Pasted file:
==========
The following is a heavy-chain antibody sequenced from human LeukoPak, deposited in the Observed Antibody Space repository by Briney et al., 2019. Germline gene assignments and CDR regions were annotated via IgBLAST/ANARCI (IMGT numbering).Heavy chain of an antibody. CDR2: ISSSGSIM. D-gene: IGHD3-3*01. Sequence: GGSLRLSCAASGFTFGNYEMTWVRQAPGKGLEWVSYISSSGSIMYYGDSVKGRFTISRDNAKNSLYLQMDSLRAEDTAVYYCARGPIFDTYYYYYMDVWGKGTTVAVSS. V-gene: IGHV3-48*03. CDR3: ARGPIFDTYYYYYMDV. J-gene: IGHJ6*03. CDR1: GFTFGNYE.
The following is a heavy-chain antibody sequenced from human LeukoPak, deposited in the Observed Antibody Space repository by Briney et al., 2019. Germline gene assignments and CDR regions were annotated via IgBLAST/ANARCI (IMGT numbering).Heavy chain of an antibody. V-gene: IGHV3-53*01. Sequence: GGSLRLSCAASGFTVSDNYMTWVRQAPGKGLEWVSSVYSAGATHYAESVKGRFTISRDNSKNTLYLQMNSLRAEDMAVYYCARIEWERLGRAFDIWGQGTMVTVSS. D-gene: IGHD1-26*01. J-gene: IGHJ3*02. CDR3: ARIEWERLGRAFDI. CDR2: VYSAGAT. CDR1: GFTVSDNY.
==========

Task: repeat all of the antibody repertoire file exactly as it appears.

The following is a heavy-chain antibody sequenced from human LeukoPak, deposited in the Observed Antibody Space repository by Briney et al., 2019. Germline gene assignments and CDR regions were annotated via IgBLAST/ANARCI (IMGT numbering).Heavy chain of an antibody. CDR2: ISSSGSIM. D-gene: IGHD3-3*01. Sequence: GGSLRLSCAASGFTFGNYEMTWVRQAPGKGLEWVSYISSSGSIMYYGDSVKGRFTISRDNAKNSLYLQMDSLRAEDTAVYYCARGPIFDTYYYYYMDVWGKGTTVAVSS. V-gene: IGHV3-48*03. CDR3: ARGPIFDTYYYYYMDV. J-gene: IGHJ6*03. CDR1: GFTFGNYE.
The following is a heavy-chain antibody sequenced from human LeukoPak, deposited in the Observed Antibody Space repository by Briney et al., 2019. Germline gene assignments and CDR regions were annotated via IgBLAST/ANARCI (IMGT numbering).Heavy chain of an antibody. V-gene: IGHV3-53*01. Sequence: GGSLRLSCAASGFTVSDNYMTWVRQAPGKGLEWVSSVYSAGATHYAESVKGRFTISRDNSKNTLYLQMNSLRAEDMAVYYCARIEWERLGRAFDIWGQGTMVTVSS. D-gene: IGHD1-26*01. J-gene: IGHJ3*02. CDR3: ARIEWERLGRAFDI. CDR2: VYSAGAT. CDR1: GFTVSDNY.